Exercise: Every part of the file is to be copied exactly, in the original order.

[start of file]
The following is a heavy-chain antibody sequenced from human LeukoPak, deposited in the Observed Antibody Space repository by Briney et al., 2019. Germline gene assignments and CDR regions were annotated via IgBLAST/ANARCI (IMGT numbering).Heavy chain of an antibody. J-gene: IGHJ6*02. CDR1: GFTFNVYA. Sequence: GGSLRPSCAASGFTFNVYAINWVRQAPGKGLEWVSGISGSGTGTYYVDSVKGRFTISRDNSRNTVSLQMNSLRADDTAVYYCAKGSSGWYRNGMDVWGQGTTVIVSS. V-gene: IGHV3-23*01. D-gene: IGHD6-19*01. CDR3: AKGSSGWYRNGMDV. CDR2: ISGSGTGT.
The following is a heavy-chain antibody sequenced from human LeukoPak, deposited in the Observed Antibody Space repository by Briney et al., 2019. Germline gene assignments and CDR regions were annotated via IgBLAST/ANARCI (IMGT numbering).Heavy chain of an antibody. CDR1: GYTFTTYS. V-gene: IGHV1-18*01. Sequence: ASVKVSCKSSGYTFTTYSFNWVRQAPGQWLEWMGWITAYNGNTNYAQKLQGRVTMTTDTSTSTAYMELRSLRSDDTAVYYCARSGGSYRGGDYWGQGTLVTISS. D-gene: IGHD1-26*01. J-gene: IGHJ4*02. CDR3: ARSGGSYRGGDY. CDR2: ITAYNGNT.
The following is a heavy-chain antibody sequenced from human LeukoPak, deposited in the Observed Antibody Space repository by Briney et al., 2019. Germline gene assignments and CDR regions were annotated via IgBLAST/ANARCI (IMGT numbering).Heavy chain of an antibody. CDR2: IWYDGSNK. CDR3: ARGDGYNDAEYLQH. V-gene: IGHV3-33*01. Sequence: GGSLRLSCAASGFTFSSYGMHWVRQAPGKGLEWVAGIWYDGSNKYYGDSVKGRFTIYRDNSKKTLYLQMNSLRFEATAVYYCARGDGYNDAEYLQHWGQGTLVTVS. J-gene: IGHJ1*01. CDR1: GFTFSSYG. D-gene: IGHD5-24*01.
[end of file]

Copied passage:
The following is a heavy-chain antibody sequenced from human LeukoPak, deposited in the Observed Antibody Space repository by Briney et al., 2019. Germline gene assignments and CDR regions were annotated via IgBLAST/ANARCI (IMGT numbering).Heavy chain of an antibody. J-gene: IGHJ6*02. CDR1: GFTFNVYA. Sequence: GGSLRPSCAASGFTFNVYAINWVRQAPGKGLEWVSGISGSGTGTYYVDSVKGRFTISRDNSRNTVSLQMNSLRADDTAVYYCAKGSSGWYRNGMDVWGQGTTVIVSS. V-gene: IGHV3-23*01. D-gene: IGHD6-19*01. CDR3: AKGSSGWYRNGMDV. CDR2: ISGSGTGT.
The following is a heavy-chain antibody sequenced from human LeukoPak, deposited in the Observed Antibody Space repository by Briney et al., 2019. Germline gene assignments and CDR regions were annotated via IgBLAST/ANARCI (IMGT numbering).Heavy chain of an antibody. CDR1: GYTFTTYS. V-gene: IGHV1-18*01. Sequence: ASVKVSCKSSGYTFTTYSFNWVRQAPGQWLEWMGWITAYNGNTNYAQKLQGRVTMTTDTSTSTAYMELRSLRSDDTAVYYCARSGGSYRGGDYWGQGTLVTISS. D-gene: IGHD1-26*01. J-gene: IGHJ4*02. CDR3: ARSGGSYRGGDY. CDR2: ITAYNGNT.
The following is a heavy-chain antibody sequenced from human LeukoPak, deposited in the Observed Antibody Space repository by Briney et al., 2019. Germline gene assignments and CDR regions were annotated via IgBLAST/ANARCI (IMGT numbering).Heavy chain of an antibody. CDR2: IWYDGSNK. CDR3: ARGDGYNDAEYLQH. V-gene: IGHV3-33*01. Sequence: GGSLRLSCAASGFTFSSYGMHWVRQAPGKGLEWVAGIWYDGSNKYYGDSVKGRFTIYRDNSKKTLYLQMNSLRFEATAVYYCARGDGYNDAEYLQHWGQGTLVTVS. J-gene: IGHJ1*01. CDR1: GFTFSSYG. D-gene: IGHD5-24*01.